The Pyramid Fountain
The Pyramid Fountain is one of the most remarkable and best-known of the Peterhof fountains.
Its design accentuates the regular geometrical pattern formed by the jets. 505 of them, rising above each other in seven tiers, make up a four-sided watery pyramid, which looks as though it had been moulded by the skilful hands of an artist. The pyramid is raised on a square, three-stepped base of marble, which stands in the middle of a square granite-lined pool with sides eleven metres long. Around the perimeter of the pool runs a marble balustrade adorned with vases and urns. Opposite each face of the pyramid there is an opening in the balustrade for a three-stepped cascade flanked by two tiny bridges spanning the perimetric channel.
The first reference to a water pyramid with small cascades is found in documents relating to 1721. Michetti proposed for it a design which copied the three-sided water obelisk in Versailles; but Peter the Great changed the form to that of a pyramid, thus suggesting a different artistic solution. The construction of the fountain was directed by Michetti, Braunstein, and Zemtsov; the fountain-builder Sualem created the hydrotechnical mechanism, based on a principle which has remained unaltered up to the present day. A special conduit feeds the seven pipes inside the base of the fountain with water; from each of them, water runs into one of the seven perimetric channels in a square chamber of cast iron which lies on the base and has a bronze slab for a lid. In the slab there are 505 holes, and in each of them is a nozzle. A proportional decrease in the size of the channels, and the taps with which each of the seven water-pipes is provided, make it possible to regulate the flow of water from the fountain's jets. Sualem laid a pipe from the Pyramid Pool, dug farther up the natural slope. In the autumn of 1724, after the fountain had been tested for the first time, Zemtsov, at Peter's suggestion, made some changes in its appearance. Further decorative work on the Pyramid was carried out by the talented architect Davydov. It was from his design that the pool was embellished in 1739 with miniature bridges, a wooden balustrade with vases, and four pyramids topped by golden stars. Later, in 1768, when the wooden parts of old Petrine structures were being replaced by granite and marble ones, the architect Yakov Alexeyev drew up a plan to face the entire fountain with granite, but this was only partially fulfilled.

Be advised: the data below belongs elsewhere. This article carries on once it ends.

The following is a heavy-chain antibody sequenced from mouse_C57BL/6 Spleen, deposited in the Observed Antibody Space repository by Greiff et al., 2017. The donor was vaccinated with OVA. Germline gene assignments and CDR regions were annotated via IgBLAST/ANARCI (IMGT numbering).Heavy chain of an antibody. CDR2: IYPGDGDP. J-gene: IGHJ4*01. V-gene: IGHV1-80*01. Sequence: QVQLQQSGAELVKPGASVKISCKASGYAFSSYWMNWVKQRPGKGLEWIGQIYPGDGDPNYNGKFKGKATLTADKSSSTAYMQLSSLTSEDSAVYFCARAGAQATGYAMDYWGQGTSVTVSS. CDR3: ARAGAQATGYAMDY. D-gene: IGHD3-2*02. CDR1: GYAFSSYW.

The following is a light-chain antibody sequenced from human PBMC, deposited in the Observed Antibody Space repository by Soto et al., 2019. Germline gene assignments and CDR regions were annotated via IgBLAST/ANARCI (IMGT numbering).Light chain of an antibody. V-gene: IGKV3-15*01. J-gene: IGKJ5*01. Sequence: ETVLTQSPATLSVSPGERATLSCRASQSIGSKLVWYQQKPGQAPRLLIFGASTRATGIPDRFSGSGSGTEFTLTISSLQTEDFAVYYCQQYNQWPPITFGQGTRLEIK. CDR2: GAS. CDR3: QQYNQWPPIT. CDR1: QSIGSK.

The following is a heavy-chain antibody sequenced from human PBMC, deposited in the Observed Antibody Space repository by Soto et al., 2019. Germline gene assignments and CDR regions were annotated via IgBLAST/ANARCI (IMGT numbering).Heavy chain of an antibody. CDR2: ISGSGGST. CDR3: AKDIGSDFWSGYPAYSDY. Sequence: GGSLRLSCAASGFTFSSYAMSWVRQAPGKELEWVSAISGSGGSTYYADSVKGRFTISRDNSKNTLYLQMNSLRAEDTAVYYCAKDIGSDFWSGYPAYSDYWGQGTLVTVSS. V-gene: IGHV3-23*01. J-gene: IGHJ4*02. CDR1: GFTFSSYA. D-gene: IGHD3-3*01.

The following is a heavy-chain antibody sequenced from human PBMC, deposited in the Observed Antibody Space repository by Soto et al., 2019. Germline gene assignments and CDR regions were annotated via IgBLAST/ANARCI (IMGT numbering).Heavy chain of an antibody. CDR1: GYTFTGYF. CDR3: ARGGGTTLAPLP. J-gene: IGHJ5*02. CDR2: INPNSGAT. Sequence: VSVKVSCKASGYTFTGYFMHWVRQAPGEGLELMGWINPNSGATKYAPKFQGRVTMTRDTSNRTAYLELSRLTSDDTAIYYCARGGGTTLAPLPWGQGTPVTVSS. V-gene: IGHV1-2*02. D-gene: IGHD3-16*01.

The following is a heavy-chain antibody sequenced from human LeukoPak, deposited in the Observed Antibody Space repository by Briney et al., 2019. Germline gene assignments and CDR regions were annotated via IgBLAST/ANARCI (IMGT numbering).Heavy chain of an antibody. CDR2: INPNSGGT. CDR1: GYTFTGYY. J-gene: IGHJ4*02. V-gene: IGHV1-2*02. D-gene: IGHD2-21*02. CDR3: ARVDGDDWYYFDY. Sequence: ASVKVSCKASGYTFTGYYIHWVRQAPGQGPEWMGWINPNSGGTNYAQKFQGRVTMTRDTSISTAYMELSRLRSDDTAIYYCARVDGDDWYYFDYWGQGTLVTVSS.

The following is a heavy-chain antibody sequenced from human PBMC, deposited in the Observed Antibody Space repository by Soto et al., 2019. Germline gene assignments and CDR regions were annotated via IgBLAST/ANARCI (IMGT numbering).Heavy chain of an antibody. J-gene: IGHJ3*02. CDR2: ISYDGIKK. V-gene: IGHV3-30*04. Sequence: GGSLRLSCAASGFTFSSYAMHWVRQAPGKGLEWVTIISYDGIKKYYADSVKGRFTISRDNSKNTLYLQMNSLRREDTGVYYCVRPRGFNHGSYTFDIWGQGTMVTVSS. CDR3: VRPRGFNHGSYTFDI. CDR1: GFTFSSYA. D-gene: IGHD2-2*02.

Between 1771 and 1774 a project by Yakovlev, which proposed marble ornamentation for the fountain, was approved. Almost thirty years later, in 1799 and 1800, the project was realized by Brouer. All the parts of the basin, the pedestal, the cascades, and the balustrade were made in granite or in Tivdia, Ruskeala, or Jyvan marble, partly by Grigory Kopylov's team of stone-carvers, and partly at the Peterhof Stone Works. At the same time Strelnikov renewed and perfected the hydrotechnical mechanism of the fountain. During the nineteenth century great care was taken to keep the Pyramid in working order. Major restoration work was carried out only in 1928.
During the Nazi occupation of 1941-44, the fountain was severely damaged. The metalworkers Pavel Lavrentyev and his two sons, Vladimir and Pavel, and Alexey Smirnov, the fountain-builder, reproduced the hydrotechnical structure. The Pyramid Fountain began to work again in 1953.
Today the sparkling pyramid rises in the middle of the parterre as it did two hundred years ago; its waters, filling the deep pool, tumble over the white marble steps of the cascades into the canal.
Pyramid Fountain (290 Kb)